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The Role of Latency-Associated Transcripts in the Latent Infection of Pseudorabies Virus

Key Laboratory of Zoonosis Prevention and Control of Guangdong Province, College of Veterinary Medicine, South China Agricultural University, Guangzhou 510642, China
Author to whom correspondence should be addressed.
These authors contributed equally to this work.
Viruses 2022, 14(7), 1379;
Submission received: 30 May 2022 / Revised: 22 June 2022 / Accepted: 22 June 2022 / Published: 24 June 2022
(This article belongs to the Special Issue Pseudorabies Virus)


Pseudorabies virus (PRV) can cause neurological, respiratory, and reproductive diseases in pigs and establish lifelong latent infection in the peripheral nervous system (PNS). Latent infection is a typical feature of PRV, which brings great difficulties to the prevention, control, and eradication of pseudorabies. The integral mechanism of latent infection is still unclear. Latency-associated transcripts (LAT) gene is the only transcriptional region during latent infection of PRV which plays the key role in regulating viral latent infection and inhibiting apoptosis. Here, we review the characteristics of PRV latent infection and the transcriptional characteristics of the LAT gene. We also analyzed the function of non-coding RNA (ncRNA) produced by the LAT gene and its importance in latent infection. Furthermore, we provided possible strategies to solve the problem of latent infection of virulent PRV strains in the host. In short, the detailed mechanism of PRV latent infection needs to be further studied and elucidated.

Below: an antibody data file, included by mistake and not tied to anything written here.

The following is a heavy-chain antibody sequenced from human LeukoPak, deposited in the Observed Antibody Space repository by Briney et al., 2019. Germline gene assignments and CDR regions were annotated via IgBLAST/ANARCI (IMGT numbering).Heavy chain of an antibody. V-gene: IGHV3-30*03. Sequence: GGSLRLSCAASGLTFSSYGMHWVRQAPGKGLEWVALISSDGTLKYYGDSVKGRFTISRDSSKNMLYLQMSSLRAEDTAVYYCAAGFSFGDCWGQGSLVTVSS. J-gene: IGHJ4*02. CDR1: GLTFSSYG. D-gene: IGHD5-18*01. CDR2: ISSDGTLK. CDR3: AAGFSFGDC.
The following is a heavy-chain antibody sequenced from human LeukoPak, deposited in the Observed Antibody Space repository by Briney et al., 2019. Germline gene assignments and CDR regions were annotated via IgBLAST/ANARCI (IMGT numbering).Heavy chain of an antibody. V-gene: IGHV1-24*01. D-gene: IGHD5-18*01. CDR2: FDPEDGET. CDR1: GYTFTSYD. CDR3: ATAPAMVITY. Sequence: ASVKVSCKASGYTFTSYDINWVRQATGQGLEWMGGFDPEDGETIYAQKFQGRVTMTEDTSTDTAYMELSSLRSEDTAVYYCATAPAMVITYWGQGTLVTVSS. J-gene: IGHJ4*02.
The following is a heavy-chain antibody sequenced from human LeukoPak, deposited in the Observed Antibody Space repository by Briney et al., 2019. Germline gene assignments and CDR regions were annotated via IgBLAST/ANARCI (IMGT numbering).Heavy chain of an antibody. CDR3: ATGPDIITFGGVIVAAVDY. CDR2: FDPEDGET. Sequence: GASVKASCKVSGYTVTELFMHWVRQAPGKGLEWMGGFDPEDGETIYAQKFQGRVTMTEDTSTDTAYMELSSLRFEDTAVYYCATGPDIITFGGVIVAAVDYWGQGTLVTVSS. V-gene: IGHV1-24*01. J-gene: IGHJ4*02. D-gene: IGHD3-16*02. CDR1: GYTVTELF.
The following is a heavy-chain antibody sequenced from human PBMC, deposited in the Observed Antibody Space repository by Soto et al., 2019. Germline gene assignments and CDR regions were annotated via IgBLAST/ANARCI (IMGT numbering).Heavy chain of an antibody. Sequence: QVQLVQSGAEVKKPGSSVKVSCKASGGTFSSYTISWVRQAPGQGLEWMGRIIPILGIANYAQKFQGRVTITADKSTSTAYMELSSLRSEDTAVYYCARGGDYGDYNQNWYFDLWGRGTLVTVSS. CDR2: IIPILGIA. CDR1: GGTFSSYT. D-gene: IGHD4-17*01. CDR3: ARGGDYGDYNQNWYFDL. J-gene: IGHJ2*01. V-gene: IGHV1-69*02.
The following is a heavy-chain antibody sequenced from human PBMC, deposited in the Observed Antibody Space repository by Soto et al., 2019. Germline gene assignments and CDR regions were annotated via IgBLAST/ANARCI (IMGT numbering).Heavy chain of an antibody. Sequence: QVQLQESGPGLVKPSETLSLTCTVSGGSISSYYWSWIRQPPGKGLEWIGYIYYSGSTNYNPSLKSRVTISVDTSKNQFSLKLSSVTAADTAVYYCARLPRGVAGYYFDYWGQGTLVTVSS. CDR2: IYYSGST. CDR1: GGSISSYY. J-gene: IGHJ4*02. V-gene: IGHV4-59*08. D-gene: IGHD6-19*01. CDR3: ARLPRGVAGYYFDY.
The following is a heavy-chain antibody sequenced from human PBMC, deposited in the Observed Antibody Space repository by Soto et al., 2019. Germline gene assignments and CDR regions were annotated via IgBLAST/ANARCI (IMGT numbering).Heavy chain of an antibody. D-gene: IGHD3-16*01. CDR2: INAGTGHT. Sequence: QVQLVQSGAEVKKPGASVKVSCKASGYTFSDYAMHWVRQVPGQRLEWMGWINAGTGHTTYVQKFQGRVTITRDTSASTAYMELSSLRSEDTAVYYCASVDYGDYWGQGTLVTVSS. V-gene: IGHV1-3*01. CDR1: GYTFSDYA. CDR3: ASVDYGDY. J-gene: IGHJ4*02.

1. Introduction

Pseudorabies virus (PRV) belongs to the family Herpesviridae, subfamily Alphaherpesvirinae, and the Varicellovirus genus [1]. The PRV genome is 142 kb of linear double-stranded DNA with 70 different coding genes and one latency-associated transcript (LAT) site. It consists of a unique long region (UL), a unique short region (US), internal repetitive sequences (IRS), and terminal repetitive sequences (TRS) [2]. The natural host of PRV is pigs, but it can infect most mammals, including cattle, sheep, cats, dogs, mink, and rodents [3,4,5,6,7,8,9]. There are significant differences in PRV infection between natural and non-natural hosts [10,11]. In natural hosts, PRV can cause neurological, respiratory, and reproductive diseases and establish latent infection in the peripheral nervous system (PNS) of surviving pigs, but death in adult pigs is uncommon [11,12,13,14]. In non-natural hosts, PRV infection is characterized by severe pruritus, a short duration of disease, and rapid death [10,11]. The mortality rate of non-natural hosts is up to 100%, and consequently latent infection rarely occurs [10,11,15]. However, under laboratory conditions, PRV can establish activatable latent infection in non-natural hosts, which is of great significance in the study of herpesvirus latent infection [16,17,18,19].